The Drum Awards for Marketing EMEA - Awards Show

-d -h -min -sec


Why I like ‘like’ – a creative’s confession

By Andrew Boulton

February 14, 2020 | 5 min read

Despite being brutally maligned and largely dismissed in every respectable field of creative writing, ‘like’ is as close to a perfect word as you’ll find.

Likes neon

Why I like 'like'

Think about it. The superlatives we deal in, especially as copywriters, are all open to misuse, overuse and, worst of all, overstating the ordinary. It is unlikely that the four thousand items currently being advertised as awesome or ultimate or amazing or immaculate all merit such lofty terms of appraisal.

There is no danger of this with ‘like’ for, as I said, it is perfect.

‘Like’, for me, works as word because it expertly captures the nuance of moderate, even half-hearted, satisfaction. It is a positive word that loudly conveys the negative, an agreeable review that stage-whispers its very real disagreement.

When we say we ‘like’ something there is an immediate sense of its inadequacy. This kind of tricksy double-speak is usually reserved for obscure and untranslatable Germanic words that take a full minute to type out. ‘Like’ is four letters of uncertain and willfully equivocal gratification. Perfect.

Your English teacher was probably right to tell you to plough all traces of ‘like’ from your prose, but that’s not to say it isn’t an important and desperately relevant modern word.

Social media, for example, is a cultural and creative hierarchy determined by the lethargic momentum of a billion nodding thumbs. Approval is given away so cheaply and frequently on social media that it’s hard to think of a more appropriate word for such a languorous expression of droopy endorsement.

So perhaps, when creatives defy all they are told about objective criticism and reach instinctively for the L-word, it is saying more about the work’s value than we allow.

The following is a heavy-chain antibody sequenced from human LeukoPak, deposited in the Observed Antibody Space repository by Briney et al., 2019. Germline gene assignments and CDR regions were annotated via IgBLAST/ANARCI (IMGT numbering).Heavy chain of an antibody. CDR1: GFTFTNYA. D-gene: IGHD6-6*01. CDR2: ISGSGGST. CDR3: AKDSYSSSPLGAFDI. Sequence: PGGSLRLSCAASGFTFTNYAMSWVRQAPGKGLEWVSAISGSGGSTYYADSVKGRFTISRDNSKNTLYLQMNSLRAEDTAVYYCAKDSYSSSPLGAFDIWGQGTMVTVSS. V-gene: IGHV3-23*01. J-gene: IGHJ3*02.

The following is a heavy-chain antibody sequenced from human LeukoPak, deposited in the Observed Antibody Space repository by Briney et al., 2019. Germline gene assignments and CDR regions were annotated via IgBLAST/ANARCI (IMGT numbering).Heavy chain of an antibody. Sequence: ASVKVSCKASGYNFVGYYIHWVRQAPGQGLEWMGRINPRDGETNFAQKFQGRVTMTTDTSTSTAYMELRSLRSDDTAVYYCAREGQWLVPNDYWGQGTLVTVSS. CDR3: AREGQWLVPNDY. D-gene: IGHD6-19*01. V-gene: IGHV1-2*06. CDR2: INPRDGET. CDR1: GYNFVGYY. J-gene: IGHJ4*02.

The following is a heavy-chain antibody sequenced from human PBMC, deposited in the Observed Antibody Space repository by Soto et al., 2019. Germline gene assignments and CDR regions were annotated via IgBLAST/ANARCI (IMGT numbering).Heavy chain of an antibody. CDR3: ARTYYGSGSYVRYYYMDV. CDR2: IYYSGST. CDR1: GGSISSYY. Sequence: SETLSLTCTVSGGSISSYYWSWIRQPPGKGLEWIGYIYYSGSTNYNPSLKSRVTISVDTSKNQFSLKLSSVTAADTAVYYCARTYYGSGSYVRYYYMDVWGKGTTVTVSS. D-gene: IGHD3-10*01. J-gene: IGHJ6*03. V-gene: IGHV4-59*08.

Work that is ‘liked’ is work that has failed. An idea that amasses ‘likes’, real or virtual, is meeting only the barest conditions for inspirational thought. It is not obviously repellent and it is just the right side of invisible – and that is all it takes to earn the status of ‘liked’.

And yet, when young creatives are asked to critique their peers’ work, and the word ‘like’ is inevitably under-armed into play, no one stops to ask what is really meant.

What if, instead of refusing to accept ‘like’ or ‘not like’ as an acceptable response, we tried to figure out what is actually behind that specific choice of word.

On the surface, it’s the safe and somewhat lazy way to express a dipped-pinky of an opinion, but really it is saying a great deal about the idea’s impact and effect.

Now, when students tell me they ‘like’ the piece of work they’re shown, instead of grumbling about the inadequacy of that particular word, I ask them to explain what they don’t ‘like’ about it.

The fact they instinctively chose a word conveying such frail and famished admiration means there is clearly something lacking. To sort-of quote Joan Didion, the absence of opinion can be construed as opinion. The reticence of the word ‘like’ perversely serves to unmask some hidden conviction, like if you were to sneak silently out of a theatre only to clatter into the ice-cream boy.

The trick then is not to force them into choosing a different type of adjective, but to express why the idea has left them only partially fulfilled.

When asked to reflect on what ‘liking’ something really expresses – and what it says about the limitations of the idea – I find our students are much more honest and reflective. By allowing ‘like’ as a first answer – but then exploring what that ‘like’ is actually saying – we tend to end up with a critique that builds outwards from an initial, and very individual, response to something far more rigorous and reasoned.

A lot of the time, simply ‘liking’ an idea reveals a lot more about its character than dismissing it at once as salty puffin shit. But if anyone ever says they really like something, they can, of course, go directly into the bin.

Follow Andrew on Twitter.


More from Marketing

View all


Industry insights

View all
Add your own content +